I considered myself to be something of an all-rounder in secondary school. I wasn't part of the popular jingos club, I wasn't a spiro aka SU, I wasn't an effico aka bookatee, I wasn't one of the 'outcasts' either. I just flowed freely with everyone and that made my boarding school experience even more memorable.
Boarding school was fun for real! In my last year, I made friends with a set of very mischievious chicks who were always looking for the latest gist/scandal. I remember one jobless saturday night, we heard word of some lesbians making out and decided to sneak up to their window to watch the action for ourselves. LOL
Ah, we had plenty lele's o. It was the lack of males that caused it sha...
Ahhhh, nostalgia! I'm sitting here, and actually missing those good ol' days.
Or is it those girls who were campaigning for prefect positions? As a defaulter, I know say e no go reach me so I didn't even bother. But it was extraaaa funny when they would announce prefects, and some of the campaigners ehn? e just fly them like say dem dey stand for JFK airport and British Airways flew past them. Flyoooooooooooo. Some wicked chicks would make paper planes, and when they post they were campaigning for no reach them, they would throw the paper planes in their direction. LOLLLLL.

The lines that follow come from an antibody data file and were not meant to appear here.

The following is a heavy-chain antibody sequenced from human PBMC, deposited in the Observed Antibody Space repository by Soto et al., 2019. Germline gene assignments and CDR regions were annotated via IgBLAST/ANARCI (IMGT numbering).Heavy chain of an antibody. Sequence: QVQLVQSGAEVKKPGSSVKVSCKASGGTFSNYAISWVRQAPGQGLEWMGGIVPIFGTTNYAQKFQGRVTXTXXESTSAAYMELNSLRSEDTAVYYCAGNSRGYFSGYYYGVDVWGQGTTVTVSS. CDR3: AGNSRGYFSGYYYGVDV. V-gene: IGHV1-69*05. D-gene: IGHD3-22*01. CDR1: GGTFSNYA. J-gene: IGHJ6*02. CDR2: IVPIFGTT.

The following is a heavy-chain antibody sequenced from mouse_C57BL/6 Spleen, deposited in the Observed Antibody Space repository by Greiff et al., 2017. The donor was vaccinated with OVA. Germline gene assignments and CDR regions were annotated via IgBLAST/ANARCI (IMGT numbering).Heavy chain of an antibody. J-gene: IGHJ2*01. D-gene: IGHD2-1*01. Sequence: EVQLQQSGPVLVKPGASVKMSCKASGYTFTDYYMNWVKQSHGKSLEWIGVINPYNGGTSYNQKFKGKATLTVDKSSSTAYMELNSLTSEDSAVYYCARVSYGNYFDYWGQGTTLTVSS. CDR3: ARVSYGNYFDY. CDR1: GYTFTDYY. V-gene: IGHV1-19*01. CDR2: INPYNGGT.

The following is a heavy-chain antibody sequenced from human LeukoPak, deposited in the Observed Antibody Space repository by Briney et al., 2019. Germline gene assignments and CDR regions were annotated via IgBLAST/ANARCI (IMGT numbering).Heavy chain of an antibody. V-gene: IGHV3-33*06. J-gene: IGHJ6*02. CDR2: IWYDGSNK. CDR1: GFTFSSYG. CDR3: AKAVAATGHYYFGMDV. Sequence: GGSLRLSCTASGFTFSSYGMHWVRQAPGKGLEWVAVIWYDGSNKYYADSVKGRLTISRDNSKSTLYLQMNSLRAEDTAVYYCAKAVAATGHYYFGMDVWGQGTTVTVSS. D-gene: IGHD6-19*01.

I remember those boxed up chicks who used to go to Jand/Yankee every summer, and when they came back we would be admiring their cute accessories, and acquisitions and thinking how lucky they were. I mean, when I came to yankee and I hit up CVS, I saw the 99c tweety folders and chit that we used to trip for back in the day. Too funny...
I remember holidays and how there was this current of excitement running through the whole school. People with excess provisions would share with the hungry folk like me who always finished their provs real quick. Everyone was happy to be heading home for the long long summer holiday. I remember the Ekenedilichukwu and ABC buses that came to pick the Lagos girls. In those instances, I really used to wish that I was a Lagos babe 'cos those their trips home were reportedly very fun.